The U.S. Navy and Iran’s Revolutionary Guards are exchanging tough talk about the strategically vital Strait of Hormuz, as Donald Trump tries to pressure countries to stop buying Iranian oil by November 4 or face the financial consequences.
“The European Union is proposing a plan for salvaging a multinational nuclear deal with Tehran after Washington withdrew, but Iranian President Hassan Rouhani told leaders in Paris and Berlin on Thursday that the package did not go far enough,” Reuters reports. “Praising Rouhani’s ‘firm stance’ against the United States, the head of the Revolutionary Guards said their forces were ready to block the Strait of Hormuz, which links the Gulf to the open sea.”
Like this story? Subscribe to The Energy Mix and never miss an edition of our free e-digest.
If U.S. pressure makes it impossible for Iran to sell its oil, declared commander Mohammad Ali Jafari, no one else will be able to, either. “We will make the enemy understand that either all can use the Strait of Hormuz or no one,” he said.
“The U.S. and its partners provide, and promote security and stability in the region,” responded U.S. Central Command’s spokesperson, Navy Captain Bill Urban, in an email to Reuters. “Together, we stand ready to ensure the freedom of navigation and the free flow of commerce wherever international law allows.”
America’s ultimate goal is to bring Iran’s oil revenue down to zero, Reuters adds .
Meanwhile, with outdoor temperatures and electricity consumption hitting record highs  last week, a protest over water shortages left 11 people wounded in the country’s southwest region, after an “unidentified gunman” opened fire on demonstrators, Al Jazeera reports .
The IRNA state news agency “said people protesting over poor water quality in a western district of the city had thrown projectiles and set fire to rubbish bins and a vehicle,” Al Jazeera adds. “The agency did not report any further injuries but added that water pollution in the two cities of Khuzestan province had sparked several demonstrations over the past four days.”
About 40% of the country has been in “serious drought” since December 2017, with a government monitoring agency describing the period between September and December as the driest in 67 years.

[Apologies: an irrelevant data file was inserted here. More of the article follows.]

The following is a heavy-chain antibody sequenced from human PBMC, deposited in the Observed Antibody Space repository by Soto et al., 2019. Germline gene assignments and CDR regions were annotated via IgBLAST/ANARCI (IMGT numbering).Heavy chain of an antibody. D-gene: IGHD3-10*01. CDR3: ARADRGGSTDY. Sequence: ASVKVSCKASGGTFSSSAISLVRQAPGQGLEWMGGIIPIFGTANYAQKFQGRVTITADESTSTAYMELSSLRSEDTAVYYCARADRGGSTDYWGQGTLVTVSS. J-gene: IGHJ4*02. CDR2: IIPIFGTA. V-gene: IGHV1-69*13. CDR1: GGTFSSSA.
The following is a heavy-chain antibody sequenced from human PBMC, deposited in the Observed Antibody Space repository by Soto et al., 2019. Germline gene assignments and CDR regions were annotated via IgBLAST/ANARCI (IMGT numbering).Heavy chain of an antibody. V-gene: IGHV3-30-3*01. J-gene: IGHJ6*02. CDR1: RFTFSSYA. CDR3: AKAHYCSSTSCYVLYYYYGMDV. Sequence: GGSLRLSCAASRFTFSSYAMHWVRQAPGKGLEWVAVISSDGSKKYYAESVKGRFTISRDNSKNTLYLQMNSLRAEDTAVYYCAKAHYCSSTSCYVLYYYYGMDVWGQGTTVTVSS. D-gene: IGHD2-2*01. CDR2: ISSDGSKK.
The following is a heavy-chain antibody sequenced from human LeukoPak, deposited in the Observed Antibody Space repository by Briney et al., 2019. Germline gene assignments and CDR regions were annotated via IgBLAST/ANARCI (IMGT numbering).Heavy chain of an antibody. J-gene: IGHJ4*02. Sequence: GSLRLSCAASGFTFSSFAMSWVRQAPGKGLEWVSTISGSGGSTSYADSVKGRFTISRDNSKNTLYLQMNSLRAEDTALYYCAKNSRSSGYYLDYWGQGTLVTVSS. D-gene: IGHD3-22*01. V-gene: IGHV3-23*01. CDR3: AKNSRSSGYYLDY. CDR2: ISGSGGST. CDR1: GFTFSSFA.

The protests took place in a part of Iran where Rouhani has “threatened to cut subsidies for families who had a hard time feeding themselves because of environmental conditions,” EcoWatch reports , citing an article earlier this year in Scientific American. “You have climate change, shortage of water, they can’t grow their crops, and now they’re getting their cash handouts taken away,” said Atlantic Council South Asia Center Senior Fellow Amir Handjani. “It’s a panoply of issues coming together at once.”
Iran’s multiple challenges did descend into the ludicrous late last week when Brigadier General Gholam Reza Jalali, head of the country’s Civil Defense Organization, accused  Israel and western nations of stealing his country’s precipitation.
“Joint teams from Israel and one of the neighbouring countries make the clouds entering into Iran barren,” he said, according to translated news reports. “Moreover, we are faced with cases of cloud theft and snow theft.”
The comment earned online mockery in both Israel and Iran.
“Israelis generally reacted to the comments in jest, suggesting Mossad, Israel’s intelligence agency, was behind the weather theft. Others congratulated Jalali on his ‘true Nobel Prize material,’” Euronews reports.
“Many Iranians also mocked Jalali’s comments, however, also noted that his comments deflected from the serious issue of shortages of drinking water across the country.”
“Developing a #conspiracy theory is the best strategy to justify failure,” tweeted  @KavehMadani, the former deputy head of Iran’s environment department.